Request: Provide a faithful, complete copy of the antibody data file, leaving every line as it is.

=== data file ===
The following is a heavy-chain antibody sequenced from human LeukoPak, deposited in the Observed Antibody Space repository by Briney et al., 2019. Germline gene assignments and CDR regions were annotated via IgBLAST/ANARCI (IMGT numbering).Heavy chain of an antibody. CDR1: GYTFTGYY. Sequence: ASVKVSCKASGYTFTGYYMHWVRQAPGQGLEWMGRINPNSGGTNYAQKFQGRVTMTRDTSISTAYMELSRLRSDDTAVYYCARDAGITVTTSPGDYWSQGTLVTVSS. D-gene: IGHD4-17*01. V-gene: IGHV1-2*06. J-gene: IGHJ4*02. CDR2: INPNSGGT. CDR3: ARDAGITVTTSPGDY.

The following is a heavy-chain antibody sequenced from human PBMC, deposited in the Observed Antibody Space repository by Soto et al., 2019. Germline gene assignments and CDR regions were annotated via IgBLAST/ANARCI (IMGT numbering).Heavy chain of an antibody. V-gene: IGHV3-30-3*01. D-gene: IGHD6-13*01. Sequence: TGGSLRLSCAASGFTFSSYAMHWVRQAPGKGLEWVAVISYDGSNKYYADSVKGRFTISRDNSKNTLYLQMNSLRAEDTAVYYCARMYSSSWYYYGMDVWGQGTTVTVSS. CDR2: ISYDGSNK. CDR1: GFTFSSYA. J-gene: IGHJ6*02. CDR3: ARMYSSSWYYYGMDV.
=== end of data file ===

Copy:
The following is a heavy-chain antibody sequenced from human LeukoPak, deposited in the Observed Antibody Space repository by Briney et al., 2019. Germline gene assignments and CDR regions were annotated via IgBLAST/ANARCI (IMGT numbering).Heavy chain of an antibody. CDR1: GYTFTGYY. Sequence: ASVKVSCKASGYTFTGYYMHWVRQAPGQGLEWMGRINPNSGGTNYAQKFQGRVTMTRDTSISTAYMELSRLRSDDTAVYYCARDAGITVTTSPGDYWSQGTLVTVSS. D-gene: IGHD4-17*01. V-gene: IGHV1-2*06. J-gene: IGHJ4*02. CDR2: INPNSGGT. CDR3: ARDAGITVTTSPGDY.

The following is a heavy-chain antibody sequenced from human PBMC, deposited in the Observed Antibody Space repository by Soto et al., 2019. Germline gene assignments and CDR regions were annotated via IgBLAST/ANARCI (IMGT numbering).Heavy chain of an antibody. V-gene: IGHV3-30-3*01. D-gene: IGHD6-13*01. Sequence: TGGSLRLSCAASGFTFSSYAMHWVRQAPGKGLEWVAVISYDGSNKYYADSVKGRFTISRDNSKNTLYLQMNSLRAEDTAVYYCARMYSSSWYYYGMDVWGQGTTVTVSS. CDR2: ISYDGSNK. CDR1: GFTFSSYA. J-gene: IGHJ6*02. CDR3: ARMYSSSWYYYGMDV.